(Makes about 30 cookies)


2 sticks unsalted butter, cut into chunks, at room temperature

1/2 cup sugar

1/4 cup confectioners’ sugar, sifted

1/2 teaspoon fine sea salt

2 large egg yolks, at room temperature

2 teaspoons pure vanilla extract

2 cups all-purpose flour

Use-It-For-Everything Streusel:

3/4 cup all-purpose flour

3 tablespoons sugar

1 tablespoon brown sugar

1/4 teaspoon fine sea salt

5 1/2 tablespoons cold unsalted butter, cut into small cubes

1/2 teaspoon pure vanilla extract


About 1/2 cup thick jam, such as blueberry or raspberry


Make the dough: Working with a stand mixer fitted with the paddle attachment, or in a large bowl with a hand mixer, beat the butter, both sugars and the salt on medium speed for about 3 minutes, scraping the bowl as needed. The mixture should be smooth but not fluffy. Reduce the mixer speed to low and, one by one, beat in the yolks, followed by the vanilla. Turn off the mixer, add the flour all at once and pulse the mixer until the risk of flying flour has passed. With the machine on low, mix just until the flour disappears into the dough. Give the dough a couple of turns with a sturdy flexible spatula.

Turn the dough out onto the counter and divide it in half. Gather each piece into a ball and shape into a disk.

Working with one piece of dough at a time, roll the dough 1/4 inch thick between pieces of parchment. Slide the parchment-sandwiched dough onto a baking sheet — you can stack the slabs — and freeze for at least 1 hour, or refrigerate for at least 2 hours.

Make the streusel: You can make the streusel by hand or in a mixer. I prefer to use a stand mixer, but fingers are fine. Whisk the flour, both sugars, the cinnamon and salt together in the mixer bowl or a large bowl. Drop in the cubes of cold butter and toss all the ingredients together with your fingers until the butter is coated.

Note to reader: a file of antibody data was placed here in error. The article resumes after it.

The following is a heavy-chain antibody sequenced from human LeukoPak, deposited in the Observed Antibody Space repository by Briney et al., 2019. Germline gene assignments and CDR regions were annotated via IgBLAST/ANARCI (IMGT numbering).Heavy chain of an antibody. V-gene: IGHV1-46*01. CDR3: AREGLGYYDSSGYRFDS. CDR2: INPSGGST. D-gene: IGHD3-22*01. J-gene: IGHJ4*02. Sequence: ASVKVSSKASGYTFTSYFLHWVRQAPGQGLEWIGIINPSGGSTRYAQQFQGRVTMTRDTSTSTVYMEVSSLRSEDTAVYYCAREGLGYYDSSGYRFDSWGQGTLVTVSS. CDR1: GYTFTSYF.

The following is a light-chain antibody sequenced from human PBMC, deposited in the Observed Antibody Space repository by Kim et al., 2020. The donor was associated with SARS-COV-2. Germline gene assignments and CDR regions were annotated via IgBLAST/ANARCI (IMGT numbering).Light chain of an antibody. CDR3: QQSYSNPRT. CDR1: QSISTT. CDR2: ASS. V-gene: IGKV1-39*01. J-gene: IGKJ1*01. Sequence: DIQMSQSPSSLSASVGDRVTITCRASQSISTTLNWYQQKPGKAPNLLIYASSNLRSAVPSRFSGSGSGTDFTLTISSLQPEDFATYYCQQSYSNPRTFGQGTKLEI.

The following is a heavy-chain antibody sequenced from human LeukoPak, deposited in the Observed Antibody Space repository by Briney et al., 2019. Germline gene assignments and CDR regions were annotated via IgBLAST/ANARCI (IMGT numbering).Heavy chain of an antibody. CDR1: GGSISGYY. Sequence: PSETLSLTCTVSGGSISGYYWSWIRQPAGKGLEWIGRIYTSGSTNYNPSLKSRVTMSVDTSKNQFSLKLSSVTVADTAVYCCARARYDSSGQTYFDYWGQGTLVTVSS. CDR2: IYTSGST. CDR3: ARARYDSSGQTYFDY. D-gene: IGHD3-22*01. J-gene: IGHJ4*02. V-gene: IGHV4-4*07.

If you’re working with a mixer, fit it with the paddle attachment and mix on medium-low speed until the ingredients form moist, clumpy crumbs. Squeeze the streusel, and it will hold together. Reaching this stage takes longer than you think it will — you might have to mix for 10 minutes or more. Sprinkle over the vanilla and mix until blended. (Note: See description in the story above about what the resulting texture may end up being like.)

Or if you’re working by hand, squeeze, mash, mush or otherwise rub everything together until you have a bowlful of moist clumps and curds. Squeeze the streusel, and it will hold together. Sprinkle over the vanilla and toss to blend.

Pack the streusel into a covered container and refrigerate for at least 1 hour (3 hours would be better) before using.

Bake cookies: Center a rack in the oven and preheat it to 350 degrees. Butter or spray a regular muffin tin, or two tins, if you’ve got them. Have a 2-inch-diameter cookie cutter at hand.

Working with one sheet of dough at a time, peel away both pieces of parchment paper and put the dough back on one piece of paper. Cut the dough and drop the rounds into the muffin tin(s). Save the scraps from both pieces of dough, then gather them together, re-roll, chill and cut. Don’t worry if the dough doesn’t completely fill the molds — it will once it’s baked.

Spoon about 1/2 teaspoon jam onto the center of each cookie. Spoon or sprinkle streusel around the edges of each cookie — you want to cover the surface of the dough but leave the jam bare.

If you run out of streusel, you can use some of the dough to cut out doughnut-like circles (using two cutters, one larger than the other). Place one doughnut-like circle on top of each dough round in the muffin tin, and spoon jam into the center.

Bake the cookies for 20 to 22 minutes, rotating the tin(s) after 11 minutes, or until the streusel and the edges of the cookies are golden brown, the jam may bubble, and that’s fine. Leave the cookies in the tin(s) for about 15 minutes before transferring them to a rack to cool.

Repeat with the remaining dough, making certain that the tins are cool before re-using them to bake.

Adapted from “Dorie’s Cookies” by Dorie Greenspan


Another “Dorie’s Cookies” Recipe: Lucky Charm Brownies